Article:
- Project Name
- Magnolia Montessori For All
- Montessori for All
- Project Types
- Project Scope
- New Construction
- 40,000 sq. feet
- Shared by
- Project Status
A public charter school overcame a tight budget and a tough site to make Montessori education more accessible.
Before 2014, there were more than 20 Montessori schools in Austin, Texas—most private, and all on the more affluent, western side of I-35, which for generations has split the city geographically, racially, and economically. That year, Sara Cotner and Sarah Kirby Tepera launched Magnolia Montessori For All, the city’s first public charter Montessori school. In January, they moved into a purpose-built campus east of I-35 designed by the Austin office of Page.
“Montessori For All (MFA) tries to build a more just and peaceful world by cultivating future leaders who find purpose and joy in their own lives and advocate for others to do the same,” Cotner says. “To do that, we need to dramatically increase the number of public Montessori schools in diverse cities across the United States.”
Magnolia, MFA’s first school, has 500 students ranging from infants to sixth-graders, but it doesn’t have a typical institutional structure: “We believe that schools can catalyze human potential, and to do that, you want to create the most nurturing environment possible,” Cotner says. So for the new campus, “we tried to create what feels like a second family.” As such, Magnolia is residentially scaled, with one- or two-classroom buildings clustered around three open play areas—one each for young children and lower and upper elementary ages. Students in every classroom are paired with one teacher, and they stay in that space for the duration of the day. The three-classroom clusters are connected by a sloped pathway through the campus, and surrounded by yet more play areas and outdoor recreation spaces, including a central covered plaza where the whole school can gather.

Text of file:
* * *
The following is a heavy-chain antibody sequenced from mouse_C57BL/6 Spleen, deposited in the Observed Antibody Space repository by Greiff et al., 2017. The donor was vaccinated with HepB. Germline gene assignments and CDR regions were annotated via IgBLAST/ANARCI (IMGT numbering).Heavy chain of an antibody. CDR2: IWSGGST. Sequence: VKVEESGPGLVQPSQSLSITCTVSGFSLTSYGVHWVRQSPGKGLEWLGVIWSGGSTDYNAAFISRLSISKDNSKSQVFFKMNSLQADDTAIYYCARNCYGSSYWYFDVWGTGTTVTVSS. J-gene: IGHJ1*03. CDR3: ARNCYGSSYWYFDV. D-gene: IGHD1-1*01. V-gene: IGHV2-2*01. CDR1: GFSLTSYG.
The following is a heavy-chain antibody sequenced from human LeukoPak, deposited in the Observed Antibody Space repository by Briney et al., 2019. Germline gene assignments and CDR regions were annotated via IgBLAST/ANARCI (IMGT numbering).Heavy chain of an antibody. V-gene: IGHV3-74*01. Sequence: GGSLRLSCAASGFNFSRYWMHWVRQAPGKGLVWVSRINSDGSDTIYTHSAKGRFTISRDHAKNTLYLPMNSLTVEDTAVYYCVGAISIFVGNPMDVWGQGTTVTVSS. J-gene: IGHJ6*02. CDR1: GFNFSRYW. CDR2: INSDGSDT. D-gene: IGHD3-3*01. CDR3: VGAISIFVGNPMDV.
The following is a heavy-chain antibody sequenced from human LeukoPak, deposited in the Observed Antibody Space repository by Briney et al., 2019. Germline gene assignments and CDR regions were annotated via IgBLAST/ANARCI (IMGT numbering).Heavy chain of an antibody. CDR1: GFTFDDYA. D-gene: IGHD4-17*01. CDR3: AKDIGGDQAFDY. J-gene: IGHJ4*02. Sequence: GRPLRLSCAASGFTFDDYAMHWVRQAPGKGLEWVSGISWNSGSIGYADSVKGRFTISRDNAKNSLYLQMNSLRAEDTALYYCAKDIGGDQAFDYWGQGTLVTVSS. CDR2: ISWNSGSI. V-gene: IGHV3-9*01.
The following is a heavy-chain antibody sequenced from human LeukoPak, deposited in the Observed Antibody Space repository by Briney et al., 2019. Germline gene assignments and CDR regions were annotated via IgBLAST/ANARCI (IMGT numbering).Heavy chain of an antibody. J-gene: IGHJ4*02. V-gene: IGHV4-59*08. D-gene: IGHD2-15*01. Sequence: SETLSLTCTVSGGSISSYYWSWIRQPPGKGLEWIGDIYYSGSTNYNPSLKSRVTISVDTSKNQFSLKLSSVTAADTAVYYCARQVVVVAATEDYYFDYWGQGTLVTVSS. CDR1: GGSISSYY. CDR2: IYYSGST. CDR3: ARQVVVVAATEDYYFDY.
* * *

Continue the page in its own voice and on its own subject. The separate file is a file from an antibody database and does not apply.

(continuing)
Cotner and Kirby Tepera paid relatively little for the East Austin site. “They didn’t realize why at the time,” says project architect Shelby Blessing, AIA. The 9-acre property drops 30 feet in elevation from the western to the eastern edge, and the soil is an expansive clay that required each classroom to be built on a structured foundation on void forms with 25-foot piers. “There’s a lot of money underground,” Blessing says, which put pressure on an already tight $11.67 million budget.
But what may have helped the budget most was what Page didn’t build: Magnolia’s clusters of small buildings contain 40,000 square feet of educational space, but they do not include a cafeteria, gym, or long hallways and circulation, saving money both up front and over time. The firm commissioned independent benchmarking, which discovered that this campus “has 45 percent less square footage than the trend for most schools, which translates to a savings of $26 million in owner avoidance over the next 30 years,” project manager Chad Johnson says. The villagelike form of the school was also budget friendly: “It worked well for a startup school and their fundraising, because they were able to release the start of construction on different buildings in phases,” Johnson says.